From the background of the broad sweep of the historical events colourful characters abound who stand out and command attention. There is the frontier giant at almost seven feet tall Coenraad de Buys who married many women (none of them white) and fathered a people, the Buysvolk of the northern parts of South Africa; there is the very human and yet very interesting James Read (Snr) who came to South Africa fired with enthusiasm to uplift the “Hottentot” (Khoikhoi) people and lived as one of them, marrying a Khoikhoi woman and championing their cause against the white settlers; there is the brave and ultimately tragic chief Maqoma who in the end wanted nothing but to live like a white farmer; the little braggadocio governor Sir Harry Smith who, understanding almost nothing of Xhosa culture, claimed himself to be their “Paramount Chief”; there is the sad chief Sarili who had a deformed leg and was regarded by many as a weakling, but who was the “last great independent chief of the Xhosas” and whose final tragedy was to be the chief over the great cattle killing of 1856 which brought about the end of the Xhosa-speaking people’s independence.

Sir Harry Smith

As Mostert notes, in spite of the way the British had treated his father and his people, “…there had never been anything in Sarili’s demeanour that suggested a hatred or a longing for vengeance. He appeared in every respect to be a larger man than that.”

Sarili, as he comes through in this great book, epitomises the tragedy of the Xhosa-speaking peoples. The various groups of Xhosa-speaking people seem to have gone out of their ways to accommodate and appease the colonists in hopes of being left in peace to continue their lives in the way they most wished to, and at every turn, they were frustrated by the demands of Britain and the colonists. They saw their land and cattle taken from them and even when they were innocent were accused of cattle rustling.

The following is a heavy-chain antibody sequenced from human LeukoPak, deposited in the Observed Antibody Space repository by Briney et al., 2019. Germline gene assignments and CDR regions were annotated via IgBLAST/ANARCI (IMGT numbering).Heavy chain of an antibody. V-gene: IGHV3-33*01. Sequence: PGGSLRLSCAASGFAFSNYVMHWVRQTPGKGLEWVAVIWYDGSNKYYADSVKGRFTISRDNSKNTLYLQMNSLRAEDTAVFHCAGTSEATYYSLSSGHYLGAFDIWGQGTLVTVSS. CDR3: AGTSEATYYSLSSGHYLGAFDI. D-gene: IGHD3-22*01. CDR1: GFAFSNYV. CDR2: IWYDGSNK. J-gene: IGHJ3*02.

The cruelties visited on the Xhosa-speaking people were unbelievable. And yet they tried to maintain their dignity, to maintain as much of their customs and beliefs as they could in the face of the colonial and missionary onslaught. Their land they lost. As they said, “ilizwe lifile (the land is dead)” – “You kill our country by taking away our customs.”

Paramount Chief of all the Xhosa-speaking peoples, Sarili

So, as Mostert says, South Africa was born in a great tragedy, symbolised by the death of Sarili, who died in hiding at the age of 83, in 1893.

With the defeat of the amaZulu in neighbouring Natal the British had “achieved the military conquest of the two great black groups which had offered the main resistance to the white domination of South Africa.

In a final ironic twist of history, though, as Mostert noted, “It was through the Xhosa-speaking peoples, however, that African political leadership in South Africa mainly continued to express itself.” The list of 20th Century leaders who came from among the Xhosa-speaking peoples and have shaped the new democratic South Africa is impressive, among them Nelson Rolihlahla Mandela, Oliver Tambo, Walter and Albertina Sisulu, Govan Mbeki, Winnie Madikizela-Mandela, Raymond Mhlaba, Wilton Mkwayi, Archbishop Emeritus Desmond Mpilo Tutu, Steven Bantu Biko, Chris Hani, Robert Mangaliso Sobukwe, to name but a few.

Frontiers is an essential and absorbing read for anyone wishing to understand South Africa today, and an enjoyable trip through history, thanks to the skill of the author.

© Text copyright by Tony McGregor. All illustrations from the book Frontiers: the Epic of South Africa’s Creation and the Tragedy of the Xhosa People by Noël Mostert (London, Pimlico, 1992).

Vernacular architecture in South Africa – some random examples

Sometime in the early 1960s I went with my friend James Southern to Cape Agulhas where his parents had a holiday cottage. One day while we were out exploring the area we came upon some dilapidated thatched huts, which James informed me were called “kapstylhuise”. [Read more…]